Almost all of the 26 men scheduled for execution in Ohio over the next three years suffer from mental, emotional, or cognitive impairments or limitations that raise questions as to whether they should have been sentenced to death, according to a new report released August 30 by Harvard’s Fair Punishment Project. While the U.S. Constitution requires that the death penalty be reserved for the worst crimes and the worst offenders, the report—Prisoners on Ohio’s Execution List Defined by Intellectual Impairment, Mental Illness, Trauma, and Young Age—says that, instead, these prisoners “are among the most impaired and traumatized among us.” The report says Ronald Phillips, whom Ohio executed July 26, was “19 at the time he committed his crime, had the intellectual functioning of a juvenile, had a father who sexually abused him, and grew up a victim of and a witness to unspeakable physical abuse – information his trial lawyers never learned or presented to a jury.” It says at least 17 of the 26 other condemned prisoners Ohio seeks to execute between September 2017 and September 2020 experienced serious childhood trauma, including “physical abuse, sexual abuse, neglect, and exposure to serious violence”; at least 11 have evidence of “intellectual disability, borderline intellectual disability, or a cognitive impairment, including brain injury”; and at least 6 “appear to suffer from a mental illness.” Jessica Brand, the Project’s Legal Director, describes what has happened in these cases as a “horrible trifecta” in which “people who are the most impaired received some poor representation at some time in their cases and then are facing the most severe penalty possible.” The Ohio Alliance for a Mental Illness Exemption from the death penalty, which is supporting an Ohio bill seeking to ban the use of capital punishment against the severely mentally ill, issued a press statement in which they noted that two of the prisoners are so mentally ill that they should be categorically exempted from the death penalty. A Death Penalty Information Center review of Ohio’s 2017-2020 scheduled executions shows that more than 60% of the execution warrants are directed at prisoners who were sentenced to death before Ohio had adopted its life-without-parole sentencing option and jurors had to weigh the death penalty against the risk that a prisoner would be released back into society. Mirroring trends repeated across the country, death sentences fell dramatically in Ohio when the state amended its death-penalty law to make life without parole available as a sentencing alternative. Death sentences dropped by 2/3rds in the state over the next decade, from an average of 12.7 per year to 4.3. The data suggests that juries would likely have treated evidence of intellectual disability, mental illness, or behavioral problems arising from chronic abuse and trauma very differently if they had assurances that the defendants would not later be released if sentenced to life.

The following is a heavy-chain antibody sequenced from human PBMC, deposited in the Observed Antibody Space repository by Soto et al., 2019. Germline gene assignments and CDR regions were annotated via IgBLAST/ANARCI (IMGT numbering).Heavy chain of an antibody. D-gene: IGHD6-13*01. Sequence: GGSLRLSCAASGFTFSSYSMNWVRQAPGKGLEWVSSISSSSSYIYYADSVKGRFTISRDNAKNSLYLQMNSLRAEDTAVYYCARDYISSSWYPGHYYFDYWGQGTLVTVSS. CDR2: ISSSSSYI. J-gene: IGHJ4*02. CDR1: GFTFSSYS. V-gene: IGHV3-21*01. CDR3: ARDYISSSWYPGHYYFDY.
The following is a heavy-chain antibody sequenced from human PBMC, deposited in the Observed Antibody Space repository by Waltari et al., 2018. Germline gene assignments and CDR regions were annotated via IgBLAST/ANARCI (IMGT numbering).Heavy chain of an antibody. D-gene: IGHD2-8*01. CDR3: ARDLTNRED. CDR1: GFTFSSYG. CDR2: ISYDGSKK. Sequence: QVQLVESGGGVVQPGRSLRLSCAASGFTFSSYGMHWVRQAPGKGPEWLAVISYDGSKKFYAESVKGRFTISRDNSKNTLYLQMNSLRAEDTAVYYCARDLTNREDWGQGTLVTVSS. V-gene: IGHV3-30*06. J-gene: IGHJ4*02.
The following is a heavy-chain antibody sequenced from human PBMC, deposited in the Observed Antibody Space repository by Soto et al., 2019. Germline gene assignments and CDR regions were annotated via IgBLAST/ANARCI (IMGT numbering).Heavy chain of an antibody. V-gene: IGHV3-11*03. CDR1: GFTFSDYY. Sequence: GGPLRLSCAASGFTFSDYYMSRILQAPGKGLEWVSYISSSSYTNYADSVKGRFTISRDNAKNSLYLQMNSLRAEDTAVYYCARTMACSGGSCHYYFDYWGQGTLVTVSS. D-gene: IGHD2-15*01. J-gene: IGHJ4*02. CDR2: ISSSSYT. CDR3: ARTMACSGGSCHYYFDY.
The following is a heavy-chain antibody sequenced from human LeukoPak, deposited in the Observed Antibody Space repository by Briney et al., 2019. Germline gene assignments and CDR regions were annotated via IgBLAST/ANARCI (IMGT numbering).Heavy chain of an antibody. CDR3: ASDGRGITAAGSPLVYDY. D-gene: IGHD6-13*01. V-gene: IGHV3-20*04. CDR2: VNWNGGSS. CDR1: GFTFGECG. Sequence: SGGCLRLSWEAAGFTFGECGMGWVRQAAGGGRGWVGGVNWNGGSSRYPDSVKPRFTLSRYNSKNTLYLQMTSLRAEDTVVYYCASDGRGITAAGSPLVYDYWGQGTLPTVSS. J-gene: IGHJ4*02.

DPIC has launched a new webpage dedicated to the scheduled executions in Ohio, examining how geography, race, and sentencing alternatives played a role in these cases. Two-thirds of the death sentences were concentrated in just three of Ohio’s 88 counties, and those three counties were among the 2% of U.S. counties responsible for more than half of all prisoners on death rows across the country. Of the 27 men who have been or are scheduled to be executed, 14 are white and 13 are black. All 14 white men were condemned for killing white victims, whereas 38% of the black men (5 of 13) were condemned for interracial murders of white victims. At least one of the black prisoners—James Frazier—was condemned to death in Lucas County in 2005 by an all-white jury, even though its largest city, Toledo, is more than 25% black. In Frazier’s case, the prosecutor used peremptory strikes to remove 2 of the 3 black people in the panel of 44 prospective jurors.

For DPIC’s Analysis of the Ohio Death Warrants, read our new webpage, Ohio Executions Scheduled for 2017-2020.